How bad is machine transcription?

We all know machine translation is pretty bad, but what about machine transcription? After trying to seriously transcribe some lectures in an online course I’m nominally taking,1 I have to say: Pretty bad too. The most serious problem that machine transcription suffers from is one that machine translation also suffers from: sometimes it will transcribe something that means exactly the opposite of what is being said. It can also skip words, get confused by stutters, and synthesize words that are not there in the audio (and that you will have a hard time coming up with an explanation of why they have been put there). So let’s look at something “interesting”: The left shows part of the transcript of a lecture I transcribed, and on the right is the corresponding machine transcription. What immediately stands out is that it got the personal name wrong (sometimes it does get names right, sometimes even admirably well); and then if you are familiar with graphic design or printing you will notice that it missed the words “letterforms” and “typeset”. There are, of course, the problems of poor punctuation and strange formatting. But let’s move on, further in the same transcript: Here we have the word “actuality” in the audio that I could fairly easily make out but that the machine could not. Sometimes it’s the opposite (especially when the audio is practically completely garbled), but a lot of times you are just amazed at how it fails to transcribe words that are crystal clear in the audio. Yet further along in the same transcript: Here, the speech recognition failed to transcribe the words “x-height” and “typefaces”. While you could argue that machines are not experts in graphic design or printing, this still makes you wonder how it could have transcribed the word “type” in there. And in any case it transcribed two other instances of the word “x-height” correctly, so it really is a mystery why it failed to transcribe the first one. Audio is not always easy to transcribe, especially when the person speaks too fast or too softly, or murmurs, or has an unusual accent. This course’s lecturer does not really have an accent, but he does say the words “ascender” in a very strange way (perhaps that is the way they pronounce it at RISD), which totally confused the machine: If someone had no prior typographic knowledge and the transcript is all they got, there is no way they could figure out what “A senders” and “D senders” are. In a couple of lectures he spoke unusually softer than normal, and that completely threw the speech recognizer off. The machine also completed missed the words “and a typeface that has a tall”. I don’t have more screen shots of how it misses half a sentence or generates half a sentence of phantom words, but this could be the next best: I did make a transcription mistake (“an example” transcribed twice), but the speech recognizer basically screwed up the whole thing. Practically close to half of the words were incorrectly transcribed. As I mentioned before, sometimes machines are really good at making out personal names but sometimes not: It also spelt “serif” and “sans serif” as if they were real font names, and inserted a space into the word “resulted”. The latter, of course to people who have seen PDF-to-text output often enough , is the result of having the speech recognizer trained on PDF files. Honestly, I really doubt if machine-generated transcripts like this are really useful for hard-of-hearing students. And these inaccurate transcripts which form the basis for translations are outright detrimental to students who will be learning from translated subtitles. If you have finished a proper transcript and then the machine came along and replaced your work with something inferior like this, will you do nothing? No way.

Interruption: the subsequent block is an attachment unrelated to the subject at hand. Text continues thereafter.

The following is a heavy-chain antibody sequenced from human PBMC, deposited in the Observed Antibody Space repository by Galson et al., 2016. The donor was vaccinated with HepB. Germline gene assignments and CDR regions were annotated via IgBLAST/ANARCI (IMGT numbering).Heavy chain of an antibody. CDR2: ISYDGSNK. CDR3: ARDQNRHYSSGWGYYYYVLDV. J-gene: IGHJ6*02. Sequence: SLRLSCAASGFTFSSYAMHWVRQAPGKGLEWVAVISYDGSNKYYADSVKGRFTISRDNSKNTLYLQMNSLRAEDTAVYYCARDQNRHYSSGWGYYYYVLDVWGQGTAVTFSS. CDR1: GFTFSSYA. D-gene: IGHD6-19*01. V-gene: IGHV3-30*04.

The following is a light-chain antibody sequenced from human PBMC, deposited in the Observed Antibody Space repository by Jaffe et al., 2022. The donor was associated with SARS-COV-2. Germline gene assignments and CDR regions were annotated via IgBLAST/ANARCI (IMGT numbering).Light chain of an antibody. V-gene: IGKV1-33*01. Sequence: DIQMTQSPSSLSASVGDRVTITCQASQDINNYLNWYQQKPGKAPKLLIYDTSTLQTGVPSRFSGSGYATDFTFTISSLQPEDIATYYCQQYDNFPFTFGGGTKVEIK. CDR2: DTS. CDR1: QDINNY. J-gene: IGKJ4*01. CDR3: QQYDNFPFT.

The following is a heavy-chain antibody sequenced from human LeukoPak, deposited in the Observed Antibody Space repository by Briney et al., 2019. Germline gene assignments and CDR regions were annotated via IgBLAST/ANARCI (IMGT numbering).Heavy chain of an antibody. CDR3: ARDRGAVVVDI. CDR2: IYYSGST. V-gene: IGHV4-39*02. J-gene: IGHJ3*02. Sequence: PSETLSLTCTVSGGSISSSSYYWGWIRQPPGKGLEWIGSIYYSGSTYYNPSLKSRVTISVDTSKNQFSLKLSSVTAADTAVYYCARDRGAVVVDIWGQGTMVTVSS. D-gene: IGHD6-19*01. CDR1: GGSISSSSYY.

Notes: 1 Coursera’s lectures are transcribed by a speech recognition system operating under the name of “stanford-bot”, and in a sense you may say that the identity of this system has been veiled in secrecy even the teaching staff do not seem to know about its existence. In a couple of courses (SaaS and NLP) there were debates on whether the initial subtitles were created through speech recognition or by human volunteers. One described the transcripts as “fantastically high precision” if it was a machine; others saw glaring errors. The question was finally settled in June when I finally contacted them to complain about the “user”, and the replies I got confirmed my suspicious: that “user” is actually a machine. [Back to text]
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